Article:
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CHOOSING AND POLISHING YOUR AXLES AND WHEELS

The quality of your axles and wheels may be the most important factor in building a fast car. Here’s how to choose and polish your axles and wheels.

derby2.jpg1. Start with a set of raw axles.

2. Can you tell the difference between the axles in the top row and the ones on the bottom? The ones on the bottom aren’t straight and will slow your car.

3. To tell which are straight and which aren’t, mark each axle with a marker about 1/2 inch from the pointed end.

4. Have an adult clamp a power drill into a vise, a device that will hold it perfectly still.

5. Have an adult help you clamp each axle into the drill at the location you marked in Step 3. Have the adult turn on the drill.

 

wobble-200x2006. Bent axles will wobble as they turn in the drill. Straight axles will hardly wobble at all. Pick the ones that wobble least.

7. Once you’ve selected the four straightest axles, use a file or fine-grit sandpaper to remove small burrs and mold marks that can cause friction and slow a car. These imperfections should be removed from both the axles and the wheels.

8. Use polishing compound from the auto supply store to polish the wheels and axles. One easy way to do this is to clamp the axles back in the drill and let the drill spin the axle while you polish it.

9. When you install the axles and wheels, make sure they are aligned perfectly straight. You can test the alignment of your axles by pushing your car across a smooth floor or table. It should roll in a straight line.

10. Don’t forget to add graphite or another dry lubricant to your wheels and axles.


Remember: The No. 1 rule of a pinewood derby is that it’s supposed to be fun. While you should always strive to do your best, don’t get caught up in winning. Just enjoy the ride.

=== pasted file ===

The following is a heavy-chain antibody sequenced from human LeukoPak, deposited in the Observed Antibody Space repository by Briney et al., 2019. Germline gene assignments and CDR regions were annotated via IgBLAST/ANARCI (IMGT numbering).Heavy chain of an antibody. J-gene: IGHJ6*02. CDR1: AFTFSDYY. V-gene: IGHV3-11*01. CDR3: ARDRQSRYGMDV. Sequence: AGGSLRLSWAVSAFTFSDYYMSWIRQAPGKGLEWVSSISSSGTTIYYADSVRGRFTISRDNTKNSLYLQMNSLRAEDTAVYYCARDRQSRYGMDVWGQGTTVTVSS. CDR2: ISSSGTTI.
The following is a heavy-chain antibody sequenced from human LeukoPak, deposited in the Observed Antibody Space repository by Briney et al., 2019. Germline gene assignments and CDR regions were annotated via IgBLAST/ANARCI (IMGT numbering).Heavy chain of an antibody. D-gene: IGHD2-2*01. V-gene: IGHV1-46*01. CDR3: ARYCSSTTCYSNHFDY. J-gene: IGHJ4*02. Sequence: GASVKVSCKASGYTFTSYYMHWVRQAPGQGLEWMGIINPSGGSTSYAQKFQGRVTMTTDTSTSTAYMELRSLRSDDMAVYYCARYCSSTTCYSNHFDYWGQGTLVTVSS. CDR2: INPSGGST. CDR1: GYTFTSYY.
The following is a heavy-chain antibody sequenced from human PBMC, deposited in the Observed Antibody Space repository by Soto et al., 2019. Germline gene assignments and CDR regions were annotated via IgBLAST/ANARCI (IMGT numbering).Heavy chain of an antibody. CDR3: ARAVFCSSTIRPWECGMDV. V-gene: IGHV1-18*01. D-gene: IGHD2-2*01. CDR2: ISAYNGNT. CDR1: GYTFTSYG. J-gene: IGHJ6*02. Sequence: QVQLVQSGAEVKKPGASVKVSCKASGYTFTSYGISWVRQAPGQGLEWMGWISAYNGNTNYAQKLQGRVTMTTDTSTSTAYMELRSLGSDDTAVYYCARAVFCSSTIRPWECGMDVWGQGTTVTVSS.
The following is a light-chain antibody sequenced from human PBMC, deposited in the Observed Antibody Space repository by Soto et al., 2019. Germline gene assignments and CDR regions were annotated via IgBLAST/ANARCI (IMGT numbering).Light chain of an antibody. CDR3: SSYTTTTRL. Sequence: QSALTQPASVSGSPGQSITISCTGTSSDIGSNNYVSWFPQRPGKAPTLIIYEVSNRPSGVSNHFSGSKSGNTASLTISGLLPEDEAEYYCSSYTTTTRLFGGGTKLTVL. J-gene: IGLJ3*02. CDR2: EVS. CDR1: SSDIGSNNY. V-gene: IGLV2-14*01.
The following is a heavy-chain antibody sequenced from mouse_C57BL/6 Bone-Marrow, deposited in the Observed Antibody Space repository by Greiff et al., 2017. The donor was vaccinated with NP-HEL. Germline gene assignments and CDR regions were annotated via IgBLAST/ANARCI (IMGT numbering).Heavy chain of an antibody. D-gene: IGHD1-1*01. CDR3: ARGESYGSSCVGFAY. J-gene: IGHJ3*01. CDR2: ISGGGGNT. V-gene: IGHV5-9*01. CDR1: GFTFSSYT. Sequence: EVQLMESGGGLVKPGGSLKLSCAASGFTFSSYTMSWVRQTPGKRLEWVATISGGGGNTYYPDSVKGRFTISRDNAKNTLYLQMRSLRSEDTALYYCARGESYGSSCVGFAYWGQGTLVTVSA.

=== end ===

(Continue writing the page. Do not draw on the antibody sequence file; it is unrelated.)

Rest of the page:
Adapted from the book “Pinewood Derby Speed Secrets,” DK Publishing, $12.95 softcover.

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Comments about “How to make a fast pinewood derby car”

  1. $#LUIGI!!!!!!!!$# says:

    This actully works

  2. mnook says:

    this is my last year doing pine wood derby so this better work

  3. tyler35 says:

    ran my car was raceing i all was lost but next year i will win the race

  4. Sam says:

    If I do a golf ball design and drill holes in it will it slow it down, do I just paint the holes.

  5. ygofan101 says:

    my car got radard to see how fast it was and it got 48.9 mph

  6. uwasp44 says:

    I did a derby with my 4 kids for the first time. They didn’t have the fastest cars but they were made by THEM. The only thing my hubby did was cut them out. The kids designed, sanded, painted and helped place the wheels. I was proud of them for working so hard. With these tips and seeing different cars at the race, next time they might do better. We had a lot of fun!

  7. snake says:

    still don’t get it.

  8. willy says:

    it is very cool though it looks hard to make

  9. 2nd place son says:

    my son got 2nd place, and the trick was to create a wedge with a block of wood at the back, and LOTS of graphite on the wheels. an older scout beat him once, but other than that, he was undefeated.